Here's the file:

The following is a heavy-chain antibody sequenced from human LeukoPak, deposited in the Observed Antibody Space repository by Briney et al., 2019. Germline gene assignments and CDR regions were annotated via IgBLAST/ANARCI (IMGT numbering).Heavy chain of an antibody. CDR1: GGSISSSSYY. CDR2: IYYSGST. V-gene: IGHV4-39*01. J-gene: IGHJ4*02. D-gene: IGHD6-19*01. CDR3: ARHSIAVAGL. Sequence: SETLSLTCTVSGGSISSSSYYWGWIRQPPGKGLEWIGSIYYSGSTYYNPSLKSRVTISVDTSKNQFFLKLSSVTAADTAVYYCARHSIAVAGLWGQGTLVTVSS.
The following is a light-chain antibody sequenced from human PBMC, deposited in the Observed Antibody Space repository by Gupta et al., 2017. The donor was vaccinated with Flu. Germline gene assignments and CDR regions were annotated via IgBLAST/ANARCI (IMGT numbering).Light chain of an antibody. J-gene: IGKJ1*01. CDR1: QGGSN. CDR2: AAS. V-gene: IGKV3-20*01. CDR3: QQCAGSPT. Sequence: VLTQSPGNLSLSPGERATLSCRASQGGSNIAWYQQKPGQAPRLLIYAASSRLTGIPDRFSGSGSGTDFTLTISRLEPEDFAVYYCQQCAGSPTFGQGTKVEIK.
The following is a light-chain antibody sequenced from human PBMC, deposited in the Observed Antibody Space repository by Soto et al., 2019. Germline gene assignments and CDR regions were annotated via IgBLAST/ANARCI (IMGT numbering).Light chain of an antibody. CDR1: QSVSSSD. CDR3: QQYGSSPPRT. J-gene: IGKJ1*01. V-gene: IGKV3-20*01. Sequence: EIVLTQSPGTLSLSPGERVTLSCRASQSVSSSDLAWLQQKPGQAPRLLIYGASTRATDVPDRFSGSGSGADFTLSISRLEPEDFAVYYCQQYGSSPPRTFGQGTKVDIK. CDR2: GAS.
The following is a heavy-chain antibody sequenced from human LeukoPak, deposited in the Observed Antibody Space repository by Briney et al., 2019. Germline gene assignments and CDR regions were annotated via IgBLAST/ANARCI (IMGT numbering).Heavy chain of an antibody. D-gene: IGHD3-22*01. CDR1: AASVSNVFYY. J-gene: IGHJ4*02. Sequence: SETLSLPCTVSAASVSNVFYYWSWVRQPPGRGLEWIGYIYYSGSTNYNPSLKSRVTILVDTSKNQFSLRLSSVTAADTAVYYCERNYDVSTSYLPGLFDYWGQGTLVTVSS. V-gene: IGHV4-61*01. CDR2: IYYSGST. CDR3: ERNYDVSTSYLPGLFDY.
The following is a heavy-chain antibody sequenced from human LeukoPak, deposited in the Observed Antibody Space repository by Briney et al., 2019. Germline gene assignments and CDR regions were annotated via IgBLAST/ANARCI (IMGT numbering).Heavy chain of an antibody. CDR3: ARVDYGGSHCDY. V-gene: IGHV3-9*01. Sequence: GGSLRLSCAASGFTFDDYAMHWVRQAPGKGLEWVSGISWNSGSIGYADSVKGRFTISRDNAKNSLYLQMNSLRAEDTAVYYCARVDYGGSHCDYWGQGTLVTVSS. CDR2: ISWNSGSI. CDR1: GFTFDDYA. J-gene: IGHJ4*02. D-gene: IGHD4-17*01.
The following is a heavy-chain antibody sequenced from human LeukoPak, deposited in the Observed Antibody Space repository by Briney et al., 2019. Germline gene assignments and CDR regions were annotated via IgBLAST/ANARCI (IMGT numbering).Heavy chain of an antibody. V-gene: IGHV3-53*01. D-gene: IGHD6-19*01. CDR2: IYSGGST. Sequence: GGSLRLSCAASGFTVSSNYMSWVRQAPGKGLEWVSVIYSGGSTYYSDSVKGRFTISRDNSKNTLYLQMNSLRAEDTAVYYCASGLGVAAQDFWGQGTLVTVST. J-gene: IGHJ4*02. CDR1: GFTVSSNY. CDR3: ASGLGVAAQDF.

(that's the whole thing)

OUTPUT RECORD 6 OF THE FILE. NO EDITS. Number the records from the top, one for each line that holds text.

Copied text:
The following is a heavy-chain antibody sequenced from human LeukoPak, deposited in the Observed Antibody Space repository by Briney et al., 2019. Germline gene assignments and CDR regions were annotated via IgBLAST/ANARCI (IMGT numbering).Heavy chain of an antibody. V-gene: IGHV3-53*01. D-gene: IGHD6-19*01. CDR2: IYSGGST. Sequence: GGSLRLSCAASGFTVSSNYMSWVRQAPGKGLEWVSVIYSGGSTYYSDSVKGRFTISRDNSKNTLYLQMNSLRAEDTAVYYCASGLGVAAQDFWGQGTLVTVST. J-gene: IGHJ4*02. CDR1: GFTVSSNY. CDR3: ASGLGVAAQDF.